This article offers a critique of a widespread political discourse that distinguishes ‘resentment’ from ‘ressentiment’, legitimating the former and dismissing the latter. This distinction not only incorporates some reactive sentiments at the cost of the depoliticisation of others, but also obscures the conditions of political action and judgement as such. Why is it necessary to constantly protect the socio-political order from the risk of moral corruption in these terms, and for whom? First, a historical distinction is made between three problems that play a key role in the evaluation of the reactive attitudes: their rationality, their authenticity, and their justness. It is then argued that the first two problems are ill-posed. These problems concern differences in degree, and are therefore always prone to the relativism of what, retrospectively, can be called ‘the resentment-ressentiment complex’. The true problem with retributive passions concerns a difference in kind, not between resentment and ressentiment, but between active affects and passive or reactive affects. This Nietzschean ‘demoralisation’ of the problem of reactive attitudes by means of a historico-systematic reorientation leads to the concluding claim that while moral sentiments and political actions are always entangled, only the latter constitute the ground of social justice.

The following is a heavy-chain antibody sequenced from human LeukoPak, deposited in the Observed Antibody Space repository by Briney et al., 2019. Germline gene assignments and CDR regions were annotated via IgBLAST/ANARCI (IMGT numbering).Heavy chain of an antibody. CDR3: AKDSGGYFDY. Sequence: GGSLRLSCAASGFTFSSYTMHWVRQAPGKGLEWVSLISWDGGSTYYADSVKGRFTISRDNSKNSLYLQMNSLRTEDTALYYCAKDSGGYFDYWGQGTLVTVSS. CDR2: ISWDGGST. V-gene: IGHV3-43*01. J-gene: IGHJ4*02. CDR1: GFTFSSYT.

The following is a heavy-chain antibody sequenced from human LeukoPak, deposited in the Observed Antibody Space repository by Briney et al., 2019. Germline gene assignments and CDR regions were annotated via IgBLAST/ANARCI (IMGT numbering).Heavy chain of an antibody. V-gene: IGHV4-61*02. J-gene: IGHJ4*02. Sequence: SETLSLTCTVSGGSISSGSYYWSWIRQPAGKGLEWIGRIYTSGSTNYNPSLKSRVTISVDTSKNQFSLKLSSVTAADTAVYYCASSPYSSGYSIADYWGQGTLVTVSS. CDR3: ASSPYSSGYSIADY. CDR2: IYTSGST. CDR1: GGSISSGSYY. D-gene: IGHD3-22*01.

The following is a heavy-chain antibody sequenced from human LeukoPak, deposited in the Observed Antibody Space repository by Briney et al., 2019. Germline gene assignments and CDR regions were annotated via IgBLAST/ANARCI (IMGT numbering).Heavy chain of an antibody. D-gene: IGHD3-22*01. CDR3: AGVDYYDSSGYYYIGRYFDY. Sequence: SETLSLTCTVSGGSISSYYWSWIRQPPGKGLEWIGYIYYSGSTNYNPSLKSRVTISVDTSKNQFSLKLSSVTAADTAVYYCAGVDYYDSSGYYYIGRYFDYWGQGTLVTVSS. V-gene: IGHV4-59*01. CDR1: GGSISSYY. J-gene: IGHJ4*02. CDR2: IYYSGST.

resentment and ressentiment • liberalism • authenticity • affect • politics
dx.doi.org/10.1332/204378920X15828100918561, hdl.handle.net/1765/127793
Global Discourse: An Interdisciplinary Journal of Current Affairs and Applied Contemporary Thought (online)
Erasmus School of Philosophy

van Tuinen, S. (2020). The Resentment-Ressentiment Complex: A Critique of the Liberal Discourse. Global Discourse: An Interdisciplinary Journal of Current Affairs and Applied Contemporary Thought (online), 10(2). doi:10.1332/204378920X15828100918561